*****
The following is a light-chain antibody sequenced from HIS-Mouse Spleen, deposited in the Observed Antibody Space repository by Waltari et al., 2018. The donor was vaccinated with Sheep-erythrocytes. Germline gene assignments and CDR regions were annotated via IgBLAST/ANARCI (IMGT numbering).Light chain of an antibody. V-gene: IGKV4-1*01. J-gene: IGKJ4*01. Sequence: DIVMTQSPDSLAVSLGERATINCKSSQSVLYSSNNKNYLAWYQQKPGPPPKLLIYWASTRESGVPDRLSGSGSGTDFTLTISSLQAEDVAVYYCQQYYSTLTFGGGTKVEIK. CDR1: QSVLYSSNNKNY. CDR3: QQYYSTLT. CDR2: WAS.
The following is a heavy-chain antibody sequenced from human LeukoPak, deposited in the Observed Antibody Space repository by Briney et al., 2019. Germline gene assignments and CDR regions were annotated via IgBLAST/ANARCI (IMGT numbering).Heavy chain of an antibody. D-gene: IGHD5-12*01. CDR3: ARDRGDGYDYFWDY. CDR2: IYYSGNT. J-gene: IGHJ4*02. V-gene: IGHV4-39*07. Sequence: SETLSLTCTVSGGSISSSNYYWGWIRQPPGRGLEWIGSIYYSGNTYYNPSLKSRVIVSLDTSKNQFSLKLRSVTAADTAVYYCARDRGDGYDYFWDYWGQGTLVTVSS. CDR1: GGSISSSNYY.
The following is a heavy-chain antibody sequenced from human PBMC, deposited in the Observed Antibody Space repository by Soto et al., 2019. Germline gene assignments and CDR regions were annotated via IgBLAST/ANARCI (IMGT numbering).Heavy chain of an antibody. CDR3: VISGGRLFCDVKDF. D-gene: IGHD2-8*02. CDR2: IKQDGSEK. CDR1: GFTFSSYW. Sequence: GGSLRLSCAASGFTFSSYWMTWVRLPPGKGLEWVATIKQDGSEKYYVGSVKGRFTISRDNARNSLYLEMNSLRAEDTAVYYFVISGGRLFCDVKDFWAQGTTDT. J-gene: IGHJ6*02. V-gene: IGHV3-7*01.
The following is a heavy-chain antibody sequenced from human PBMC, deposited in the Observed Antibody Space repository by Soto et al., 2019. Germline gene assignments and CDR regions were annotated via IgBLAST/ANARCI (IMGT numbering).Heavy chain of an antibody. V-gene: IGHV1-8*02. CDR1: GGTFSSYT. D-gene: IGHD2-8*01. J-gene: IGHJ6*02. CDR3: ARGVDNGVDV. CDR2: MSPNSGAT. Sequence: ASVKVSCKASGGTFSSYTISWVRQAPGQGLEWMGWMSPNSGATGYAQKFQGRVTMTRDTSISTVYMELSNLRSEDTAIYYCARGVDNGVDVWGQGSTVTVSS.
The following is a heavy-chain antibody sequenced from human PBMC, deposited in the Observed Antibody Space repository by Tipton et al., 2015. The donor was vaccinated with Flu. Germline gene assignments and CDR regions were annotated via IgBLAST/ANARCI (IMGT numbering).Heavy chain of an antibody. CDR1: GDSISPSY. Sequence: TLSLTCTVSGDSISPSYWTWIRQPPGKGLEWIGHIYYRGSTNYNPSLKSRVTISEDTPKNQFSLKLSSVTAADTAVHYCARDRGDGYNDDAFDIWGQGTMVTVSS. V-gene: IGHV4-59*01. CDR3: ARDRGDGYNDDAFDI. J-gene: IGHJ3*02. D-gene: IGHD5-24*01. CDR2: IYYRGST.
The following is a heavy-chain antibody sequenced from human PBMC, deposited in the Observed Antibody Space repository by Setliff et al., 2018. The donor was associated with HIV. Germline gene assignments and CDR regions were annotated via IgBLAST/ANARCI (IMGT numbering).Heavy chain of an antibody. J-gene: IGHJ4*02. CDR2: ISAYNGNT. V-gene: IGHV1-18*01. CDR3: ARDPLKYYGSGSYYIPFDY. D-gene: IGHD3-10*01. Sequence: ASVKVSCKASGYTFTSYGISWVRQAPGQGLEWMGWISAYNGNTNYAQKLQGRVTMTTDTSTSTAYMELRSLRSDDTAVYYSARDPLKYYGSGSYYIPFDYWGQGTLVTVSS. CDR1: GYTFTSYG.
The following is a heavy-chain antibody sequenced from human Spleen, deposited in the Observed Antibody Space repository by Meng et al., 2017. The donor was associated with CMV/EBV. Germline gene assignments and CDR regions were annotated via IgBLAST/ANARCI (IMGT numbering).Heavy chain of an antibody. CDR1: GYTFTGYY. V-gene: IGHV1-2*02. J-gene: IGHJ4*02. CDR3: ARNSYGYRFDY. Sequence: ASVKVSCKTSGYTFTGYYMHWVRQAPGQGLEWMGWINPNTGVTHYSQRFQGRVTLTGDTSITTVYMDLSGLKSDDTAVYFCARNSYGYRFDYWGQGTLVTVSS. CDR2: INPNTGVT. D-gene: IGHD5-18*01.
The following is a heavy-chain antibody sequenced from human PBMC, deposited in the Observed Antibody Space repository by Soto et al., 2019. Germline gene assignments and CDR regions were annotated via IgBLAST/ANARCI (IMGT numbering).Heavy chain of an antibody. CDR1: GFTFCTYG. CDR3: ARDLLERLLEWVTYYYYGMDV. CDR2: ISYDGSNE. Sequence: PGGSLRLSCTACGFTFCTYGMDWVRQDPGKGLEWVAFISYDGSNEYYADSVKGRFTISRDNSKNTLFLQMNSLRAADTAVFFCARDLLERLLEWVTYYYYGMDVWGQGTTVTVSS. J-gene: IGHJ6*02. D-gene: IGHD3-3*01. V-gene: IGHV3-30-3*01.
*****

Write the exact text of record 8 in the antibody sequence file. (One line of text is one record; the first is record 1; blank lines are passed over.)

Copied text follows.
The following is a heavy-chain antibody sequenced from human PBMC, deposited in the Observed Antibody Space repository by Soto et al., 2019. Germline gene assignments and CDR regions were annotated via IgBLAST/ANARCI (IMGT numbering).Heavy chain of an antibody. CDR1: GFTFCTYG. CDR3: ARDLLERLLEWVTYYYYGMDV. CDR2: ISYDGSNE. Sequence: PGGSLRLSCTACGFTFCTYGMDWVRQDPGKGLEWVAFISYDGSNEYYADSVKGRFTISRDNSKNTLFLQMNSLRAADTAVFFCARDLLERLLEWVTYYYYGMDVWGQGTTVTVSS. J-gene: IGHJ6*02. D-gene: IGHD3-3*01. V-gene: IGHV3-30-3*01.